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Grow. Cook. Drink.: The Italian Garden Project

Mary Menniti aims to preserve the legacy of immigrant gardeners.




Photo by Laura Petrilla

 

Peek into the backyards on the flats between Beaver Street and the Ohio River in Sewickley and you’ll find traces of southern Italy. Mary Menniti knows, however, that this slice of Old-World-meets-new is on the precipice of fading into history.

Take the yard of Maria and Giovanni Macchione. For years, there were scores of tomato plants growing, beans climbing up trellises and sweet grapes weaving through an arbor. The couple’s energy faded over the last few years, though, and this winter the pair left the cultivated landscape for a smaller house. Traces of the Macchiones’ labor — fig and persimmon trees — will bear fruit for years, but the stories behind them could have easily faded away without Menniti’s intervention.
Menniti founded The Italian Garden Project to ensure that the legacy of immigrants such as the Macchiones and her grandfather Antonio Martone won’t be lost.

“I assumed someone else was preserving this heritage, but the more I looked, the less I saw was documented,” she says. The project, which began as a part-time hobby, has ballooned into tours, classes and documentation in the Archives of American Gardens for the Smithsonian Institute.

Menniti is preserving the heritage of Italian American families in the United States. “For them, food is not something to be taken for granted. It’s not just about gardening. It’s about how they live lightly on the Earth,” she says.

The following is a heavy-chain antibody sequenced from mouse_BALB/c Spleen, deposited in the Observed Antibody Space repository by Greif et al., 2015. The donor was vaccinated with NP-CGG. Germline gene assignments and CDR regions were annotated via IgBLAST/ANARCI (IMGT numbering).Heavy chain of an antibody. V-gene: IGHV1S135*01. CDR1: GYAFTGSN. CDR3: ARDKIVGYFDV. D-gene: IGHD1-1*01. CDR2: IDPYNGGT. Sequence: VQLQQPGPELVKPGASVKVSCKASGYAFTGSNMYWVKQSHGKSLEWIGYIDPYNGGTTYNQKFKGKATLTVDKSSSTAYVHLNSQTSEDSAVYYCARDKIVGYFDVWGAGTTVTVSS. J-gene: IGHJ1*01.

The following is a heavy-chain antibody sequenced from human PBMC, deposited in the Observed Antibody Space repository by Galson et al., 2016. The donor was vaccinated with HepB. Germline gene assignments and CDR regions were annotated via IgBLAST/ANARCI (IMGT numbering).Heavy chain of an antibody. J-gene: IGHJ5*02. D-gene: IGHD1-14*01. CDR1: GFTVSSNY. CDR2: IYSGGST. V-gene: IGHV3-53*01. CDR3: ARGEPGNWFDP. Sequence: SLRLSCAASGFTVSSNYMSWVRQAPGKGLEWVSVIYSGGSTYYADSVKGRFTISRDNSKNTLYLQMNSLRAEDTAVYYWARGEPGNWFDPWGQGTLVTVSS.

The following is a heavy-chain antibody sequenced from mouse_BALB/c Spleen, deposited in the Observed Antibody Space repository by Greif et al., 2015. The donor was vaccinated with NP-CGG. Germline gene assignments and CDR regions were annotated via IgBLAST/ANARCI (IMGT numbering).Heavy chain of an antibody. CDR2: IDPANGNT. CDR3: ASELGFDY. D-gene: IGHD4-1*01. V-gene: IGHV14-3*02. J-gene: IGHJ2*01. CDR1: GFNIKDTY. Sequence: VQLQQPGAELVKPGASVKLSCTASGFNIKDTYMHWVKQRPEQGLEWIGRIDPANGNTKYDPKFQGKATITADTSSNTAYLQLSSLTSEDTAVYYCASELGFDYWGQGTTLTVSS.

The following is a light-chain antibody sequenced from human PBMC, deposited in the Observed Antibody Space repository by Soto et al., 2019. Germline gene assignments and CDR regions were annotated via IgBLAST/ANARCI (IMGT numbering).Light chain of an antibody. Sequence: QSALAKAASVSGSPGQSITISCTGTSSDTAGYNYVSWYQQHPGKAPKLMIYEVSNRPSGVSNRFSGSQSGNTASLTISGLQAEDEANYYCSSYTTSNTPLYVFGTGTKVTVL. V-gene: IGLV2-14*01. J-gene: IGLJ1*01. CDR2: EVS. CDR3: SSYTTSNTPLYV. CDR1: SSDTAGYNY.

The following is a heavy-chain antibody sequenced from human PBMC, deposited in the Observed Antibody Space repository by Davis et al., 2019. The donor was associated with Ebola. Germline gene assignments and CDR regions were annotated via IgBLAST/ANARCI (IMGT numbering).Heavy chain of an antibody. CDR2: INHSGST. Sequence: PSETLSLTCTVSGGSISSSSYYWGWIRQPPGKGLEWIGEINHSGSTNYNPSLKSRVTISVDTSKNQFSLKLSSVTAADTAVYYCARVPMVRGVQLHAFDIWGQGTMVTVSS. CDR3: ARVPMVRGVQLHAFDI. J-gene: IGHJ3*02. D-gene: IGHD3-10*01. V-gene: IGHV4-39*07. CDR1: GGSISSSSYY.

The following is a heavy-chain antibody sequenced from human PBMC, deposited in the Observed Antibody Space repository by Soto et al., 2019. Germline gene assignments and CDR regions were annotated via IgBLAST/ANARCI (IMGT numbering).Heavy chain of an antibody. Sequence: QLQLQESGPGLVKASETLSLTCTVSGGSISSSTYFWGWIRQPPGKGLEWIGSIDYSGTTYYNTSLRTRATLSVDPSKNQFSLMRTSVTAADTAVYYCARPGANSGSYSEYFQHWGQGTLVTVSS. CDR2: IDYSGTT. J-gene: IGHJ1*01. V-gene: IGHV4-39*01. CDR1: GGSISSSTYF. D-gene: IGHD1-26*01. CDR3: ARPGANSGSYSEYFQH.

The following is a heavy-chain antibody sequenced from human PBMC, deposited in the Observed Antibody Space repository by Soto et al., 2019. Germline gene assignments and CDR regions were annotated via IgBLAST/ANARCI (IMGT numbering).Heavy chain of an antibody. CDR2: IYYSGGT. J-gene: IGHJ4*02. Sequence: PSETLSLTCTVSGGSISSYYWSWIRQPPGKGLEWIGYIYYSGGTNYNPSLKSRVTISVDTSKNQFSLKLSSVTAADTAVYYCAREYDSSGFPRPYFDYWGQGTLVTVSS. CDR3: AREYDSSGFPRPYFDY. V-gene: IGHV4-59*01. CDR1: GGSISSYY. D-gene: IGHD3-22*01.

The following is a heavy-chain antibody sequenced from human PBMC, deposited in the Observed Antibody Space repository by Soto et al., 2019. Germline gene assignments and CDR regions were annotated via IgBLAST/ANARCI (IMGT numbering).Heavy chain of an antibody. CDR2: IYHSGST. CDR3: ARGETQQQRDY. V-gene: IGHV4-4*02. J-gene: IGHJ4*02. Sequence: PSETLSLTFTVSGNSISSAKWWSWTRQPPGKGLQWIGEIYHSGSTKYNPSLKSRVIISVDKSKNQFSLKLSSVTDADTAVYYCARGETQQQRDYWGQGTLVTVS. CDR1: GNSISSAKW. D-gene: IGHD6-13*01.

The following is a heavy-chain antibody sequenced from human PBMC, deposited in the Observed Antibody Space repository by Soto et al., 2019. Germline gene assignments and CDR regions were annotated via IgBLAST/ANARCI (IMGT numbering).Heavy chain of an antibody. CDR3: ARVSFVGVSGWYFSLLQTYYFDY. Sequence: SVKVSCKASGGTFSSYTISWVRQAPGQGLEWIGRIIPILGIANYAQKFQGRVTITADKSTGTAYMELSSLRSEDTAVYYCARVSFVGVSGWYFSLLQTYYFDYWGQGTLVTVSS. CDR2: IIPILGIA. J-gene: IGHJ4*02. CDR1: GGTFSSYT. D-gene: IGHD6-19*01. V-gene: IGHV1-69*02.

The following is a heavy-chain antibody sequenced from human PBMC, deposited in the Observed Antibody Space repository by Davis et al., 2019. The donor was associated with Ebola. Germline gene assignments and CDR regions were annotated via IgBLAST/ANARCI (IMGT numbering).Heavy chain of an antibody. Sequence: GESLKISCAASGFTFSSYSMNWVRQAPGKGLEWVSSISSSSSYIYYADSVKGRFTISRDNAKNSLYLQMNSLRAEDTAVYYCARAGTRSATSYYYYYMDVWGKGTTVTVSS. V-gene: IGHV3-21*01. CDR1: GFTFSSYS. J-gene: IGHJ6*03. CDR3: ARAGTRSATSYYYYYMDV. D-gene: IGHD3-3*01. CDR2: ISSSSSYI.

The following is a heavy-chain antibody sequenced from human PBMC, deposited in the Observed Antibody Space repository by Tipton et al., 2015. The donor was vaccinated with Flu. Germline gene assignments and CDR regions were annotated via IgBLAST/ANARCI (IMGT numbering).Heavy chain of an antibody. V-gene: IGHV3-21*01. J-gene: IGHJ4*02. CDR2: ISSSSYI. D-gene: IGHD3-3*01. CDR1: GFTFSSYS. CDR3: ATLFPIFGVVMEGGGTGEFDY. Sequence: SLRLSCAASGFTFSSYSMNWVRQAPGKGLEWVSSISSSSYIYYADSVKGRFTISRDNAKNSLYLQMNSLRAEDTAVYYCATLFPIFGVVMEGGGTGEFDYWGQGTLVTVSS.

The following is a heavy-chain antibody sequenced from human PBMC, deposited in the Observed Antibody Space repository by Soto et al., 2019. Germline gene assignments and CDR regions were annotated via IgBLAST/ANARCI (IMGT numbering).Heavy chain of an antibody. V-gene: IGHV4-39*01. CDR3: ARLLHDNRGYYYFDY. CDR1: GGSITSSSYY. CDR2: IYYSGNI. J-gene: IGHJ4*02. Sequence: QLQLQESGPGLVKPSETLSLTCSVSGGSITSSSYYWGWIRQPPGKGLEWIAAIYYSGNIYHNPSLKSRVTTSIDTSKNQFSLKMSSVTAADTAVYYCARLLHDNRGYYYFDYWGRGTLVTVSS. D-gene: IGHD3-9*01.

Her work took on new weight after the past winter, when devastating frosts killed nearly all the fig trees that hadn’t been buried underground for protection from the elements.

“I saw how close we came to losing my grandfather’s tree. What a terrible loss it would be if this living heirloom was gone,” she says.

Happily, the tree — as well as the chamomile and garlic descended from seeds planted decades ago by Antonio Martone — lived on. Still, Menniti decided that her work should move beyond simple preservation into something more tangible. Cuttings from The Italian Garden Project participants’ fig trees now grow in new yards.

“I don’t want to lose this knowledge,” she says. Thanks to her efforts, the stories of these immigrant gardeners will bear fruit for years.



 

Ciambotta

Mary Menniti says this dish reminds her of her paternal grandmother, Merceda “Mary” Serafino-Martone.

Ingredients

  • 1 large onion, sliced thin
  • 10 tomatoes, diced
  • 2 red or green bell peppers, sliced thin
  • 2 small eggplants, diced
  • 4 leaves fresh basil
  • Salt
  • 2–3 eggs
  • 2–3 tablespoons olive oil


Directions
1. Add oil to a deep sauté pan, and cook onions until softened; remove onions.
2. Add peppers to the pan and sauté until soft; remove peppers.
3. Dice eggplants and add to the pan and sauté until soft; remove.
4. Add diced tomatoes to pan and stew for about 20 minutes.
5. Return the cooked onions, peppers and eggplants to the pan; add salt and basil and stew for another 15 minutes.
6. Break eggs over the tomatoes and peppers, cover and poach.
7. Serve immediately with lots of good bread.

 

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